December 21, 2022 -

As told to Denise S. Robbins, 3926 words.

Tags: Writing, Poetry, Education, Process, Education, Inspiration.

On allowing yourself to be surprised

Poet Devin Kelly discusses paying attention, why writing is like building a house, and reading to improve your craft and your life.

Your poetry newsletter, Ordinary Plots, has taught me a lot. It’s also inspired me, a diehard fiction writer, to try my hand at poetry. When did you first start reading or writing poetry? Is there a particular poem that really drew you to the genre?

I started writing poems in high school. My parents split when I was young, and my mom would send me packages with journals and books of poetry. It’s funny looking back, she sent me some poems that were absolutely indecipherable at the time. I was 10 years old and getting a book of Adrienne Rich poems that made no sense to me. I wrote a lot in those journals, but didn’t start taking poetry seriously until after college, when I went to grad school to get my MFA in fiction. At grad school, a lot of my friends were poets.

One of my friends, George—he’s from Alabama and is such a kindhearted guy—I enjoyed the way he talked about writing and the way he talked about reading and the way he really loved poems. I would write poems in between my story workshops, and we would read them aloud together. He convinced me to join a poetry class during my last semester of grad school. I feel really grateful that my introduction to poetry was not through a completely institutional lens—it was through the friends on the other side of the institution. My education in poetry came through this companionship.

As for a particular poem, I have one tattoo, which I got when I was 22. It’s an American buffalo on my back. And it’s because my friend Jeremiah showed me a poem called “For the Last American Buffalo” by a poet named Steve Scafidi from West Virginia. It’s a beautiful, long poem about this guy plodding along with a buffalo across the country. The last few lines are, “When you see [the buffalo] again, say I’m sorry for things you didn’t do…it doesn’t know you are here for love, and like the world tonight, doesn’t really care whether we live or die. Tell it you do and why.”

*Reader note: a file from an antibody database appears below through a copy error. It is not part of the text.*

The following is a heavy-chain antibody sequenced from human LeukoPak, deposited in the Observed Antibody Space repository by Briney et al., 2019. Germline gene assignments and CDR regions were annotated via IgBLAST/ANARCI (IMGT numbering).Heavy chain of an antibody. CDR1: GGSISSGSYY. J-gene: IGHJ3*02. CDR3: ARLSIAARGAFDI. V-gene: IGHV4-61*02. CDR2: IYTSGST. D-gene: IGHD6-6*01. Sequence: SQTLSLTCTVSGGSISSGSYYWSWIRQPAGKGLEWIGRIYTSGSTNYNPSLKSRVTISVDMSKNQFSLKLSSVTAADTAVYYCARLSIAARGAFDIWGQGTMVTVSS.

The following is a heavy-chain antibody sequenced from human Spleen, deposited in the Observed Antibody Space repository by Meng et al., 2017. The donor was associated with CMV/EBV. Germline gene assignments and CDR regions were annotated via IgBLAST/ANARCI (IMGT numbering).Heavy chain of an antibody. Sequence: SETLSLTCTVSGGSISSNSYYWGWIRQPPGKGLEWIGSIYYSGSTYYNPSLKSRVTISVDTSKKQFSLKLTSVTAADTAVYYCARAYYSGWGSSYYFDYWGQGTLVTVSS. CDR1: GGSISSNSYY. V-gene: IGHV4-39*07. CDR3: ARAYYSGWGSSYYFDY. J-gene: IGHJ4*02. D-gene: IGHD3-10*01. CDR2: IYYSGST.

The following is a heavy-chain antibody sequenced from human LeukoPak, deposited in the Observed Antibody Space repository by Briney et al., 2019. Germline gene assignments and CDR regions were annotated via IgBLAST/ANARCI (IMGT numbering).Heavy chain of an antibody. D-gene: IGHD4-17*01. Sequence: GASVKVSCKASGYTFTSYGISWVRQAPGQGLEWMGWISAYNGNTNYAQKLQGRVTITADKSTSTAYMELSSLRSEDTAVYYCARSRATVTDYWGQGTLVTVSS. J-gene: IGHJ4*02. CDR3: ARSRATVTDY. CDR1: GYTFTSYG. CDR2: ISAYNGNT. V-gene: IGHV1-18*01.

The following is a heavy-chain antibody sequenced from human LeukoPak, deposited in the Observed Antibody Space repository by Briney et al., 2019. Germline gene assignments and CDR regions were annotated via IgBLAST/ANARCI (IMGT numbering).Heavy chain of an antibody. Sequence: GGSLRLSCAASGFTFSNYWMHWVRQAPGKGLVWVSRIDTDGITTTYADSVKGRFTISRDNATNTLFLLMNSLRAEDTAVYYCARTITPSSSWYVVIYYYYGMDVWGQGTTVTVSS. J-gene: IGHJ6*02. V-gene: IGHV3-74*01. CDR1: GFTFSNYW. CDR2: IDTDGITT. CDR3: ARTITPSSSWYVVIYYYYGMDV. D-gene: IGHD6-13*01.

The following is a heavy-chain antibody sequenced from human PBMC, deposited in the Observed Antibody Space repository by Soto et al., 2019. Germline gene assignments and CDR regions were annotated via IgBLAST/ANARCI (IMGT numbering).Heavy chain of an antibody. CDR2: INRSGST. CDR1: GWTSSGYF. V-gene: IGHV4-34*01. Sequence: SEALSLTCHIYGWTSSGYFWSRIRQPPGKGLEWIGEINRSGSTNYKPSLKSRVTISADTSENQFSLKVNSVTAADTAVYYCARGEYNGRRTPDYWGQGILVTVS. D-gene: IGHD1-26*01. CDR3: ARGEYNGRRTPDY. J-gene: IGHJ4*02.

So I have those words underneath the buffalo: “Tell it you do and why.” The poem still moves me. It moved me tremendously back then, in a visceral way. So all of that together was happening around the same time in my life. And the people I was most drawn to were poets.

Do you remember the first poem that you wrote that made you realize that it was something you wanted to commit to? Did it surprise you?

I do. I wrote one poem called “Reasons to Quit” that I used to know by heart, because I read it every time I gave an in-person reading. It was the first poem I remember exactly where I was when I wrote it. I remember writing it at my desk in my apartment on 130th Street, which is by a window. I remember the last six or seven lines, which were in couplets. It was a free verse poem in couplets. I wish I knew it by heart still. I just remember at a certain point in the act of writing the poem, it sounds cliche to say, the poem started to write itself. What I mean by that simply is that when the words came and they were on the page, the primary sensation was, to use your word, surprise. Knowing that the words I was writing were coming from somewhere inside myself, but not knowing what they would be as they came out, and when they did, it was almost as if the poem was revealing the truth of myself to myself. And I think it is one of the most wonderful sensations. It doesn’t happen often. Surprise is always the word. I want people who write to give themselves permission to be surprised by themselves, because it’s such a beautiful thing when it happens.